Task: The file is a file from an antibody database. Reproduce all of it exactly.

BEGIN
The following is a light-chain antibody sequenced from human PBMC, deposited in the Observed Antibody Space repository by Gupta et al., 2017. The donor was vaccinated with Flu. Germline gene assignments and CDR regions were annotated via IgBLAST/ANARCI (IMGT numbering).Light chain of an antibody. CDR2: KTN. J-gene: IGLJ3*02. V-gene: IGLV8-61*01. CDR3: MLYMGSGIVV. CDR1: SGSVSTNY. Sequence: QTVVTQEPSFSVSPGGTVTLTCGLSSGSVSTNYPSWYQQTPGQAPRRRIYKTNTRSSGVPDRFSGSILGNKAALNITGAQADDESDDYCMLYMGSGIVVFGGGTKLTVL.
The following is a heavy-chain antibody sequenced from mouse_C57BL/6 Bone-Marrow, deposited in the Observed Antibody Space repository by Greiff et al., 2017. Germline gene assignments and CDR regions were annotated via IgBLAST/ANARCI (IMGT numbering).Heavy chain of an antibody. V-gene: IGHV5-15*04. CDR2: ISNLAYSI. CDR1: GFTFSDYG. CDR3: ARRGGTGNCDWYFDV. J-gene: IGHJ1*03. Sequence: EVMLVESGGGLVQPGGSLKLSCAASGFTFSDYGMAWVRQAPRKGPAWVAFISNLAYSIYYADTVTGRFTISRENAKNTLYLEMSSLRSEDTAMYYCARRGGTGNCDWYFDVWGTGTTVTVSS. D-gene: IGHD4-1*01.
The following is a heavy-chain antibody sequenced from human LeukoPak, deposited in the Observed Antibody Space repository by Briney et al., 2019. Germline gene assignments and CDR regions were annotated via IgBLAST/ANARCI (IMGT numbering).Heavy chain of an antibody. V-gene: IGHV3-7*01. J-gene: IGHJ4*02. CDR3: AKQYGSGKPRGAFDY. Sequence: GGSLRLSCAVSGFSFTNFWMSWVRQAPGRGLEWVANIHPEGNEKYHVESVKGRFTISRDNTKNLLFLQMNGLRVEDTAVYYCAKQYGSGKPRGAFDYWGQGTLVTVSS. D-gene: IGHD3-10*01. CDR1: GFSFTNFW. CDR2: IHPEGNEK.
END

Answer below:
The following is a light-chain antibody sequenced from human PBMC, deposited in the Observed Antibody Space repository by Gupta et al., 2017. The donor was vaccinated with Flu. Germline gene assignments and CDR regions were annotated via IgBLAST/ANARCI (IMGT numbering).Light chain of an antibody. CDR2: KTN. J-gene: IGLJ3*02. V-gene: IGLV8-61*01. CDR3: MLYMGSGIVV. CDR1: SGSVSTNY. Sequence: QTVVTQEPSFSVSPGGTVTLTCGLSSGSVSTNYPSWYQQTPGQAPRRRIYKTNTRSSGVPDRFSGSILGNKAALNITGAQADDESDDYCMLYMGSGIVVFGGGTKLTVL.
The following is a heavy-chain antibody sequenced from mouse_C57BL/6 Bone-Marrow, deposited in the Observed Antibody Space repository by Greiff et al., 2017. Germline gene assignments and CDR regions were annotated via IgBLAST/ANARCI (IMGT numbering).Heavy chain of an antibody. V-gene: IGHV5-15*04. CDR2: ISNLAYSI. CDR1: GFTFSDYG. CDR3: ARRGGTGNCDWYFDV. J-gene: IGHJ1*03. Sequence: EVMLVESGGGLVQPGGSLKLSCAASGFTFSDYGMAWVRQAPRKGPAWVAFISNLAYSIYYADTVTGRFTISRENAKNTLYLEMSSLRSEDTAMYYCARRGGTGNCDWYFDVWGTGTTVTVSS. D-gene: IGHD4-1*01.
The following is a heavy-chain antibody sequenced from human LeukoPak, deposited in the Observed Antibody Space repository by Briney et al., 2019. Germline gene assignments and CDR regions were annotated via IgBLAST/ANARCI (IMGT numbering).Heavy chain of an antibody. V-gene: IGHV3-7*01. J-gene: IGHJ4*02. CDR3: AKQYGSGKPRGAFDY. Sequence: GGSLRLSCAVSGFSFTNFWMSWVRQAPGRGLEWVANIHPEGNEKYHVESVKGRFTISRDNTKNLLFLQMNGLRVEDTAVYYCAKQYGSGKPRGAFDYWGQGTLVTVSS. D-gene: IGHD3-10*01. CDR1: GFSFTNFW. CDR2: IHPEGNEK.